Bernhard Eisel has announced his retirement from professional cycling, putting an end to a career that spanned 19 years and more than 1,300 race days.
The 38-year-old Austrian rode for Dimension Data for the past four years but was searching for a contract for the 2020 season. Despite contemplating retirement towards the end of 2018, following a serious brain injury, he decided to race for another year in 2019 and then voiced his desire to race in 2020 and bring up 20 years as a pro.
However, two weeks into the new year, with the new season set to begin at next week's Tour Down Under, Eisel announced his decision to hang up his wheels, although he said he plans to remain involved in the sport.
"Having the opportunity to ride on some of the most prestigious teams in the sport, on the biggest stages of them all, has been an incredible privilege. I have made friends for life and travelled the world living my dream but it's now time to take the next step of my journey," Eisel said in a written statement.
Eisel acknowledged the role his brain injury had played in considering his retirement. Following a crash at the 2018 Tirreno-Adriatico, he was diagnosed with a subdural haematoma, which was said to have moved his brain eight milimetres off-centre and which required surgery.
Eisel returned to racing that July, before signing a one-year contract extension with Dimension Data and completing a full 71-day season in 2019.
"Our sport is an incredible one and has its obvious dangers, and in 2018 I suggered a major injury that could well have brought my career to a premature end," Eisel wrote. "Not everyone has the good fortune to retire on their own terms and so to have raced for a final season, loving what I do, sees me leave content and proud."
Eisel began his career with Mapei-QuickStep in 2001, spending two years at the Belgian squad before moving to the team now known as Groupama-FDJ for four years. In 2007 he joined T-Mobile and stayed as the team was sponsored by Columbia, HTC, and Highroad until they disbanded after the 2011 season.
During that time, he formed a strong relationship with Mark Cavendish and, after four years at Team Sky – where he helped Bradley Wiggins to Tour de France glory in 2012 – the pair were reunited at Dimenson Data in 2016, alongside Cavendish’s old lead-out man, Mark Renshaw. Eisel referred to the trio as the '3 Musketeers' in his statement.
"I’ve been fortunate over the years to ride for teams like Mapei, FDJ, Columbia/HTC, Sky, and Dimension Data, and can honestly say that it’s the people that make it the great sport that it is. There are many heroes in cycling who are never in the limelight but who all contribute in such a huge way, and it’s some of those shared experiences with those people that I will cherish forever," Eisel wrote.
"I am deeply indebted to my teammates, staff members, race officials and organisers, members of the media and fans for allowing me the space to have the privilege of working with you. Thank you, it’s been a great ride."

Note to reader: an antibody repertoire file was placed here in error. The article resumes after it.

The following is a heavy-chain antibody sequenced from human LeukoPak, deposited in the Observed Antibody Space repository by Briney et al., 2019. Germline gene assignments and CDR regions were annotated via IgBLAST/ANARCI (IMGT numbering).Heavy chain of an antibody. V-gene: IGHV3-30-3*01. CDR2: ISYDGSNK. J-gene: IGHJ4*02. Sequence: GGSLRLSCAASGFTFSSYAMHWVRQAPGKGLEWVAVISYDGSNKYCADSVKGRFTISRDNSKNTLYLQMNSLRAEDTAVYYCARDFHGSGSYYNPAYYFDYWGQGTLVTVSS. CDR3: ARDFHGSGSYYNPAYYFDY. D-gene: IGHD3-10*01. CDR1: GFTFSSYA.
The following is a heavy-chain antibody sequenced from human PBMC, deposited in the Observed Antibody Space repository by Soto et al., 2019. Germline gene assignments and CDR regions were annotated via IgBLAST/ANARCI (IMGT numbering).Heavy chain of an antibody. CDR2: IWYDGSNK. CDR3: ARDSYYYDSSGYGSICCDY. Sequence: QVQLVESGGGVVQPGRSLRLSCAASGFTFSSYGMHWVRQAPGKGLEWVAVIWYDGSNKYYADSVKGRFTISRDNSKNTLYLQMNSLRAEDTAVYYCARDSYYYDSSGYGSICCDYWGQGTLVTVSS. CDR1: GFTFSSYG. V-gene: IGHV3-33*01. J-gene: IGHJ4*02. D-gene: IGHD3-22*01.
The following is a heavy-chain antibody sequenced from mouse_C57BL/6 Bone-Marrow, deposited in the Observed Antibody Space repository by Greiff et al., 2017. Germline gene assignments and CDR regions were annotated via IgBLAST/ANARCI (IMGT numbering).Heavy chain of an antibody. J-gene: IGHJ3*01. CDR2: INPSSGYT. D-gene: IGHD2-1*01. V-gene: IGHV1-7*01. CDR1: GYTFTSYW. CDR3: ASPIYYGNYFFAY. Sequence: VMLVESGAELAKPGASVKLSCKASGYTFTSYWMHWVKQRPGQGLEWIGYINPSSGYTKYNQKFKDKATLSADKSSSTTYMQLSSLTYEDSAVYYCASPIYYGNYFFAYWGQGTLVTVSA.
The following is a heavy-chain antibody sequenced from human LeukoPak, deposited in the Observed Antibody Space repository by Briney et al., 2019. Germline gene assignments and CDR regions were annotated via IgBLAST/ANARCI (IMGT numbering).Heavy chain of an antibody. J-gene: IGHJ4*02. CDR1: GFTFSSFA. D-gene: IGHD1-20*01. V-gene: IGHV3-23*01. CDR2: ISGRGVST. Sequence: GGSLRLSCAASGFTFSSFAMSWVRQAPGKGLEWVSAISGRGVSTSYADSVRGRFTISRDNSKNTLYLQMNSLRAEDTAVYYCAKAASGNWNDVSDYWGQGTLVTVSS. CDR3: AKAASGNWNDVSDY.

Eisel, especially during the latter years of his career, was a valued teammate and a respected road captain. He won 15 races over the course of his career, including Paris-Bourges and stages of the Tour de Suisse, Volta ao Algarve, and Tour of Qatar. His final win was also his crowing glory, when he outsprinted Sep Vanmarcke, Philippe Gilbert, and George Hincapie to win Gent-Wevelgem in 2010.
"I’ll cherish the racing memories, including riding the Tour de France 12 times (nearly one year in France), along with the Giro and Vuelta. The Grand Tours are the pinnacle and a true test to yourself and what this sport is all about – a team," Eisel wrote.
"But, as you know, I loved the Classics, too, and was lucky enough to have some success, to go with the fun that those challenges threw at us. Starting Paris-Roubaix 16 times, and finishing 16 times, is a stat that in particular I’m incredibly proud of. It’s a race that I absolutely love."
Eisel, who thanked his wife, children, and family "for the sacrifices they have made and the unconditional love and support", did not reveal what plans he has for retirement, but said he’ll remain involved in the sport in the future.
"In closing, I’m really happy to say that I won’t be leaving the sport and will be pursuing opportunities that will likely see me still engage with many of you, so I look forward to staying in touch."
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Deputy Editor - Europe. Patrick is an NCTJ-trained journalist who has seven years’ experience covering professional cycling. He has a modern languages degree from Durham University and has been able to put it to some use in what is a multi-lingual sport, with a particular focus on French and Spanish-speaking riders. After joining Cyclingnews as a staff writer on the back of work experience, Patrick became Features Editor in 2018 and oversaw significant growth in the site’s long-form and in-depth output. Since 2021 he has been Deputy Editor - Europe, taking more responsibility for the site’s content as a whole, while still writing and - despite a pandemic-induced hiatus - travelling to races around the world. Away from cycling, Patrick spends most of his time playing or watching other forms of sport - football, tennis, trail running, darts, to name a few, but he draws the line at rugby.
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